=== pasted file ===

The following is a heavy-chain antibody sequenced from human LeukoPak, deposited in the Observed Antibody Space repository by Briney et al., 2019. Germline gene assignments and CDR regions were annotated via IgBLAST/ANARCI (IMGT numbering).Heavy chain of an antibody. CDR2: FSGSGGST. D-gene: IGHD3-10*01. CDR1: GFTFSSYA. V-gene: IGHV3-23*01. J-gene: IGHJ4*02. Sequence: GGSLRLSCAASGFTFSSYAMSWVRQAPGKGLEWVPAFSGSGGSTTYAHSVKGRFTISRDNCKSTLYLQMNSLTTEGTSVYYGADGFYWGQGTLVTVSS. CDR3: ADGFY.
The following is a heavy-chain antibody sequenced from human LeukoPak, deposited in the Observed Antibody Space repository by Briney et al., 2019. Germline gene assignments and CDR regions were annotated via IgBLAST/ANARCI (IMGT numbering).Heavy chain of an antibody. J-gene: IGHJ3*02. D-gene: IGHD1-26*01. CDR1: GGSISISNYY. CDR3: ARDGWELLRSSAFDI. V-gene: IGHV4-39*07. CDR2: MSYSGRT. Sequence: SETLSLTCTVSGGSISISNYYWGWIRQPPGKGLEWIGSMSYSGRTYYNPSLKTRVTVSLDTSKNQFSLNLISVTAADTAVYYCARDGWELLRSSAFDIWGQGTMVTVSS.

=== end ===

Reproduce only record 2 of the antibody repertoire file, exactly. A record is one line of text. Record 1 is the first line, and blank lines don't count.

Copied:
The following is a heavy-chain antibody sequenced from human LeukoPak, deposited in the Observed Antibody Space repository by Briney et al., 2019. Germline gene assignments and CDR regions were annotated via IgBLAST/ANARCI (IMGT numbering).Heavy chain of an antibody. J-gene: IGHJ3*02. D-gene: IGHD1-26*01. CDR1: GGSISISNYY. CDR3: ARDGWELLRSSAFDI. V-gene: IGHV4-39*07. CDR2: MSYSGRT. Sequence: SETLSLTCTVSGGSISISNYYWGWIRQPPGKGLEWIGSMSYSGRTYYNPSLKTRVTVSLDTSKNQFSLNLISVTAADTAVYYCARDGWELLRSSAFDIWGQGTMVTVSS.